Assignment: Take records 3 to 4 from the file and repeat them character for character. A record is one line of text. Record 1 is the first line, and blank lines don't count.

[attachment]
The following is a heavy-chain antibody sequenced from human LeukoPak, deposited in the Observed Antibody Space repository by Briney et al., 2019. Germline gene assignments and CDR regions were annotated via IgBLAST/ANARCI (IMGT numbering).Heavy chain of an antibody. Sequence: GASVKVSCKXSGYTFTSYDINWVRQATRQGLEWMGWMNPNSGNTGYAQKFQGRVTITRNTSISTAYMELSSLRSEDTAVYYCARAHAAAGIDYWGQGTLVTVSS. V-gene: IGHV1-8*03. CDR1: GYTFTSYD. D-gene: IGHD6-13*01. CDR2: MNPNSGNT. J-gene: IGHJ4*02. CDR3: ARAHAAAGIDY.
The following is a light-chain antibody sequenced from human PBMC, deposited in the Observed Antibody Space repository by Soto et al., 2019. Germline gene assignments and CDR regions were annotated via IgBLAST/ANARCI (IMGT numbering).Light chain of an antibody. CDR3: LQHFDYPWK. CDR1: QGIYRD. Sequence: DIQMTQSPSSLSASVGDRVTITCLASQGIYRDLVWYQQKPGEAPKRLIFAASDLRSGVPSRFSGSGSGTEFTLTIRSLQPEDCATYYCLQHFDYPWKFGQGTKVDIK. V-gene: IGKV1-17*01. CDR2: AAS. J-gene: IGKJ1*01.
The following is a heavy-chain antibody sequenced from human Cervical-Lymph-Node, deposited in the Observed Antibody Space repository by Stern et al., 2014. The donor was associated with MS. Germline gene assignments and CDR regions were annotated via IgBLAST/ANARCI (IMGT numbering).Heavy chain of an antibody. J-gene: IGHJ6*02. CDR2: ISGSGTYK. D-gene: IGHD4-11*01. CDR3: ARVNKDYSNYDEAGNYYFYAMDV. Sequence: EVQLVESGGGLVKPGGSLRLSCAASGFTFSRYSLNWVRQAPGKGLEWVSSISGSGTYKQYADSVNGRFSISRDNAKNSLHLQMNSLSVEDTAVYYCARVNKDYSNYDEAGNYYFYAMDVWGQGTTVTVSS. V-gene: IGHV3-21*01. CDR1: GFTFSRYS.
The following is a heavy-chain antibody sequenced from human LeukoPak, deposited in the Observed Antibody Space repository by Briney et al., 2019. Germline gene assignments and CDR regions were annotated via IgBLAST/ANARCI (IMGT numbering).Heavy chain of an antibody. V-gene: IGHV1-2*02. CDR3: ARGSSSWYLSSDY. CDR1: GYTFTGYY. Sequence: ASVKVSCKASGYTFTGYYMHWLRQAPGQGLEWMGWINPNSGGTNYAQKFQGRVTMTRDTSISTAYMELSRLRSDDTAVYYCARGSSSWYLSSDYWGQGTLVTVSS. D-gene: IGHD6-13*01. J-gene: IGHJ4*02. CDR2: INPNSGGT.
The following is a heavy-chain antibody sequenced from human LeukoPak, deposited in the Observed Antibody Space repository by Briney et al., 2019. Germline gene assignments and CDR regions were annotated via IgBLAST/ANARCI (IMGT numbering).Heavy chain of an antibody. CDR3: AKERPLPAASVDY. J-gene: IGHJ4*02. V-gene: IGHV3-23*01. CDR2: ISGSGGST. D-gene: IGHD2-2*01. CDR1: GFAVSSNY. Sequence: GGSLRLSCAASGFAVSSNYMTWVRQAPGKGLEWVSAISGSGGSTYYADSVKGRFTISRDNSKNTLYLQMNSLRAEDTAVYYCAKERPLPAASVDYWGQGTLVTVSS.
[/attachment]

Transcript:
The following is a heavy-chain antibody sequenced from human Cervical-Lymph-Node, deposited in the Observed Antibody Space repository by Stern et al., 2014. The donor was associated with MS. Germline gene assignments and CDR regions were annotated via IgBLAST/ANARCI (IMGT numbering).Heavy chain of an antibody. J-gene: IGHJ6*02. CDR2: ISGSGTYK. D-gene: IGHD4-11*01. CDR3: ARVNKDYSNYDEAGNYYFYAMDV. Sequence: EVQLVESGGGLVKPGGSLRLSCAASGFTFSRYSLNWVRQAPGKGLEWVSSISGSGTYKQYADSVNGRFSISRDNAKNSLHLQMNSLSVEDTAVYYCARVNKDYSNYDEAGNYYFYAMDVWGQGTTVTVSS. V-gene: IGHV3-21*01. CDR1: GFTFSRYS.
The following is a heavy-chain antibody sequenced from human LeukoPak, deposited in the Observed Antibody Space repository by Briney et al., 2019. Germline gene assignments and CDR regions were annotated via IgBLAST/ANARCI (IMGT numbering).Heavy chain of an antibody. V-gene: IGHV1-2*02. CDR3: ARGSSSWYLSSDY. CDR1: GYTFTGYY. Sequence: ASVKVSCKASGYTFTGYYMHWLRQAPGQGLEWMGWINPNSGGTNYAQKFQGRVTMTRDTSISTAYMELSRLRSDDTAVYYCARGSSSWYLSSDYWGQGTLVTVSS. D-gene: IGHD6-13*01. J-gene: IGHJ4*02. CDR2: INPNSGGT.